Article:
CFIB statement on proposed Canada Emergency Wage Subsidy changes

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The Canadian Federation of Independent Business (CFIB) is pleased to learn the government is planning important changes to the Canada Emergency Wage Subsidy. CFIB shared the results of a major survey of its members which showed many small firms were concerned with the requirement for businesses to demonstrate a 30 per cent reduction in gross revenues before they would be able to access the subsidy.

Based on our initial review, it appears government will make three big fixes that will help many more SMEs access the program.

To access the subsidy in March, April and May 2020, a firm will be able to compare their sales to the same month last year OR January and February, 2020. This will help new and growing firms who may not have qualified based on a comparison to 2019.

CFIB heard concerns from many who would not qualify for a subsidy in March because they wouldn’t be able to show a 30 per cent reduction as the first half of March was not yet deeply affected by the economic effects of COVID-19. The federal government will now require firms to demonstrate only a 15 per cent reduction in gross revenues for March. A 30 per cent reduction will still be required to receive the subsidy in April and May.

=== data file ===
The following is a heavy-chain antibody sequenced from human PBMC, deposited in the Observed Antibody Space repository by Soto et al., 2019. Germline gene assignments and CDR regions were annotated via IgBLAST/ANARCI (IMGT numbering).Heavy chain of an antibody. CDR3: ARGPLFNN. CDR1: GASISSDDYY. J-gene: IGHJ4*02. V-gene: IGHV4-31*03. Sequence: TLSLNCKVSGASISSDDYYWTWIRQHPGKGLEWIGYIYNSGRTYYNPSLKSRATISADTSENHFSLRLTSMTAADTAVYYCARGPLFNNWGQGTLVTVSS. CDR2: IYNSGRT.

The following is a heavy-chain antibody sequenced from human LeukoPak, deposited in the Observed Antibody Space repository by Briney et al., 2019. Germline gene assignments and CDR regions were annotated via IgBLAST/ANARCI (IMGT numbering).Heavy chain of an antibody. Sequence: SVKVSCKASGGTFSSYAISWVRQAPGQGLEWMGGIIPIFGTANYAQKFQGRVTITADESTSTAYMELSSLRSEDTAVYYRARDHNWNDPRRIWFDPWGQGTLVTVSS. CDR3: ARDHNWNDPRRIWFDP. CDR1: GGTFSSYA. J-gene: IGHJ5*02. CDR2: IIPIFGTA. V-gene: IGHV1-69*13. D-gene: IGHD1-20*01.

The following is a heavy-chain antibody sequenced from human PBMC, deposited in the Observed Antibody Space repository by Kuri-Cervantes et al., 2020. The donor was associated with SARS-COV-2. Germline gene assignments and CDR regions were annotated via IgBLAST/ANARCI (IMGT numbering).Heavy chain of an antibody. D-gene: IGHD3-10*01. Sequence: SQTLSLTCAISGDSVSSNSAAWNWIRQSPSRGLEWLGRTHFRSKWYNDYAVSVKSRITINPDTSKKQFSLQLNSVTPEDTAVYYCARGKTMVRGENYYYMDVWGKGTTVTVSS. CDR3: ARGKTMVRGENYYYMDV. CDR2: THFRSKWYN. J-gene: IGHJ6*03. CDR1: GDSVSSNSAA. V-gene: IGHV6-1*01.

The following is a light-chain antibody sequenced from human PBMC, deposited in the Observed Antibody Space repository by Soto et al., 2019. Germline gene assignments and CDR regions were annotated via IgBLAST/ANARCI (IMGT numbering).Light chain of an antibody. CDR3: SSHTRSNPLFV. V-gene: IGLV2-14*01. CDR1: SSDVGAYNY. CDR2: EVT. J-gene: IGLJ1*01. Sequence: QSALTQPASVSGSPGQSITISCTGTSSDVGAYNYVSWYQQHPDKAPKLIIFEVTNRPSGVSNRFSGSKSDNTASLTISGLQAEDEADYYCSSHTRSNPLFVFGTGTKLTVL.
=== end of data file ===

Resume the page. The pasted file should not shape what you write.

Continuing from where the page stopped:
Some business reported that their regular accrual accounting method would mean their books would not show a loss of 30 per cent, despite a deep effect on cash flow. Now government is proposing to allow an option to use cash accounting.

To be clear, these changes will still not help all small firms in need of help to gain access to the subsidy. CFIB’s preferred option remains that government drop the 30 per cent test altogether for small and medium-sized firms. The Federation will continue to lobby all parties for such a change. The changes will also not address the concerns of many who cannot afford to wait 3 to 6 weeks before receiving any support for their wage bills.

But based on our early review of these changes, we believe that thousands of additional small businesses will be able to access this program. CFIB urges all parties to quickly review and approve the legislation to ensure businesses can have confidence this much needed support measure will be in place as soon as possible.

– Dan Kelly, President, Canadian Federation of Independent Business (CFIB)